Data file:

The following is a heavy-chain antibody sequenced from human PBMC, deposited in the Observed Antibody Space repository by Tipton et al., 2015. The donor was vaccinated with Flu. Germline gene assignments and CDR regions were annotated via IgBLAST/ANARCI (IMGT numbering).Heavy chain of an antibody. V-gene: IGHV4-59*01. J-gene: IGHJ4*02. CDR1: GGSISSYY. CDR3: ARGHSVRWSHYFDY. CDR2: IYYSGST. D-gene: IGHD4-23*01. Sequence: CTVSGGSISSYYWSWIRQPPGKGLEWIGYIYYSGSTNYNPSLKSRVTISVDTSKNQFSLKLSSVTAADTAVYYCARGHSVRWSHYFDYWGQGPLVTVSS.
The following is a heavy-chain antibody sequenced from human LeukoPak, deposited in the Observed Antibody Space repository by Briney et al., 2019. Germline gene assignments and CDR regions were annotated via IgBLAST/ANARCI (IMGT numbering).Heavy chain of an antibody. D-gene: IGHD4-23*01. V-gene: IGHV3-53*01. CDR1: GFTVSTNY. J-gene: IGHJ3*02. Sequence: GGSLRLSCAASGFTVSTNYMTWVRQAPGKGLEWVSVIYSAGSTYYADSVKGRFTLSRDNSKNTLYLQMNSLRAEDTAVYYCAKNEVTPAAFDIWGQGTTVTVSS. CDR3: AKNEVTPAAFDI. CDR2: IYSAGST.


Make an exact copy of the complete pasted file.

The following is a heavy-chain antibody sequenced from human PBMC, deposited in the Observed Antibody Space repository by Tipton et al., 2015. The donor was vaccinated with Flu. Germline gene assignments and CDR regions were annotated via IgBLAST/ANARCI (IMGT numbering).Heavy chain of an antibody. V-gene: IGHV4-59*01. J-gene: IGHJ4*02. CDR1: GGSISSYY. CDR3: ARGHSVRWSHYFDY. CDR2: IYYSGST. D-gene: IGHD4-23*01. Sequence: CTVSGGSISSYYWSWIRQPPGKGLEWIGYIYYSGSTNYNPSLKSRVTISVDTSKNQFSLKLSSVTAADTAVYYCARGHSVRWSHYFDYWGQGPLVTVSS.
The following is a heavy-chain antibody sequenced from human LeukoPak, deposited in the Observed Antibody Space repository by Briney et al., 2019. Germline gene assignments and CDR regions were annotated via IgBLAST/ANARCI (IMGT numbering).Heavy chain of an antibody. D-gene: IGHD4-23*01. V-gene: IGHV3-53*01. CDR1: GFTVSTNY. J-gene: IGHJ3*02. Sequence: GGSLRLSCAASGFTVSTNYMTWVRQAPGKGLEWVSVIYSAGSTYYADSVKGRFTLSRDNSKNTLYLQMNSLRAEDTAVYYCAKNEVTPAAFDIWGQGTTVTVSS. CDR3: AKNEVTPAAFDI. CDR2: IYSAGST.